Out now: American Chordata #7

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One of the reasons, I suspect, why American Chordata has maintained its high standard across all seven issues is the rigour of the people behind the publication.

This may seem obvious, but being consistently thorough in your approach and committed to a vision, while simultaneously making sure the magazine does not rest on its laurels, takes some doing. I had the aforementioned suspicion before opening the latest issue of American Chordata, a US literary and arts magazine, but then I stumbled upon a the introductory note by Sarah Bedingfield, its new fiction editor. 

It intrigues from the get-go: “From my window I can see the notorious Gowanus Canal … It smells like sludge when it rains. The canal is embedded between walls of now-iconic graffiti. A huge pink dog with eight udders – waving or flying, definitely smiling.” she writes. A few paragraphs later, her focus moves onto the issue: “Beauty and art are – or should be, anyway – about perspective; not convention or definitions or standards. Only you can decide what is beautiful. What is or isn’t art. That’s why I wanted to start working with the American Chordata team this year. I’m brand new; this issue is my first. I was drawn to AC because it celebrates ideas and perspectives that challenge, that provoke, that say something meaningful. It’s not pretentiously ‘literary’. The ideas published in this magazine feel beautiful because they are different and smart and real.”

In most publications, a new member of the editorial team publishing a passage to this effect would backfire –nobody wants to hear someone preaching about their own work. But in American Chordata – a title that describes itself as seeking “to publish work that is brave, illuminating, and emotionally detailed” and “empower beautiful voices and interesting points of view with empathy and respect” – it seems quite fitting. American Chordata is the result of raw, uncompromising and sincere passion. Bedingfield is just one case in point.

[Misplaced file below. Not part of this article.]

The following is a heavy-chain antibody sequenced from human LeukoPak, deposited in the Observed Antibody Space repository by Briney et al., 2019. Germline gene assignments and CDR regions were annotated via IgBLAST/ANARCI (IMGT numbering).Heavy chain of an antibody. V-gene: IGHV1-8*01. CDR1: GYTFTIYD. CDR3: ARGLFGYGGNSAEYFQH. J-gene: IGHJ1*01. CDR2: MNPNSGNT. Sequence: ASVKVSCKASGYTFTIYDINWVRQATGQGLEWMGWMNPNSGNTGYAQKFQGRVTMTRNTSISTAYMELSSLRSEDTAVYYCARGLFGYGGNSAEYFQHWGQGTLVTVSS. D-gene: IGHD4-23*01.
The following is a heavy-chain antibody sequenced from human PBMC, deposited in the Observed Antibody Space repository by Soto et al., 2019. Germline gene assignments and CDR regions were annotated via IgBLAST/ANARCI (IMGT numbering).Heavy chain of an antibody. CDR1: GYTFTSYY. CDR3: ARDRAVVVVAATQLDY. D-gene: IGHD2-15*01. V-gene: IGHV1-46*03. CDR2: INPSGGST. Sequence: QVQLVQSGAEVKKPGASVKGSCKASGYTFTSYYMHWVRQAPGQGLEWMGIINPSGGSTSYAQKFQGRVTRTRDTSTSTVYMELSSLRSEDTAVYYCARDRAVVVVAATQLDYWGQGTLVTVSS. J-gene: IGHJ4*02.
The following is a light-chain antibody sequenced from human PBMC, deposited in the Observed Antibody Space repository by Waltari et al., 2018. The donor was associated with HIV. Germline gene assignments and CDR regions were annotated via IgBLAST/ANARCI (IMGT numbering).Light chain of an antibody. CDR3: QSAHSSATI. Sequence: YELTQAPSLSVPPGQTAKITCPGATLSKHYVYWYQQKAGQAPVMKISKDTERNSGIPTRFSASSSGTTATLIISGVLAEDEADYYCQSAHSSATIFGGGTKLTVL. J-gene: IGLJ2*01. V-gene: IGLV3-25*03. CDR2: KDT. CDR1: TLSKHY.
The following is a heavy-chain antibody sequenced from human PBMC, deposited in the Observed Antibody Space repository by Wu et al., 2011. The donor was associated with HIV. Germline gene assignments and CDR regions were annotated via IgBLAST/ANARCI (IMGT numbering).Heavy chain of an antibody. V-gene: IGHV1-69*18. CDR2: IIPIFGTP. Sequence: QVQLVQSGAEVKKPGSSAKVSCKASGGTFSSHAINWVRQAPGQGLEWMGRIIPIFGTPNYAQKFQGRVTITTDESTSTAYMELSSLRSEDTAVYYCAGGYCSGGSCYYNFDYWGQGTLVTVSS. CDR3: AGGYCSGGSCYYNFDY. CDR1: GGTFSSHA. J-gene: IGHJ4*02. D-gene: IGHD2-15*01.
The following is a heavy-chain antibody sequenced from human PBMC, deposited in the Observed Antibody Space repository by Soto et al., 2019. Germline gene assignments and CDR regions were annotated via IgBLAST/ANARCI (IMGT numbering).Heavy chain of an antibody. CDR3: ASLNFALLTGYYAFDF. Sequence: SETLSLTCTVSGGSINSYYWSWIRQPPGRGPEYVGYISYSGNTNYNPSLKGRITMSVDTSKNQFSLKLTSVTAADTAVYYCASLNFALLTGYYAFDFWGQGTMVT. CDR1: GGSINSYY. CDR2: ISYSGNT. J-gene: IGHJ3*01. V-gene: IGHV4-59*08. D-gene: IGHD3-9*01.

As always, the list of contributors to the magazine is lengthy; seven entire pages of photographers, artists, bloggers, writers, “lifelong learners”, film critics, poets and filmmakers. The content of the magazine is therefore, unsurprisingly, diverse and loosely falls into the categories of fiction, non-fiction, poetry, art and photography. It prides itself on being “founded on the belief that a good literary magazine can celebrate sophisticated design and earnest expression on the same page.” This is indeed a huge draw – too often you find a magazine that excels when it comes to artwork at the cost of rushed nonsensical journalism. And vice versa. With American Chordata there is no hierarchy: the two work in perfect harmony.  

Another interesting element is that, although published as a biannual magazine, each issue of American Chordata is available, in full, online and completely free of charge. “While we hope you’ll support the magazine and our contributors by purchasing a print edition or subscription,” American Chordata reasons on its website, “the online editions are, and will always be, free to read and share.” As a journalist, to me this approach is brave and highly commendable. Brave, because at the best of times independent publishing can be economically challenging – magazine sales are often a lifeline. And highly commendable because the world is undoubtably a better place when things are inclusive and accessible to all who possess a curiosity.

Editor: Alison Lewis
Art director: Bobby Doherty

americanchordata.org

Twitter: @AmeriChord

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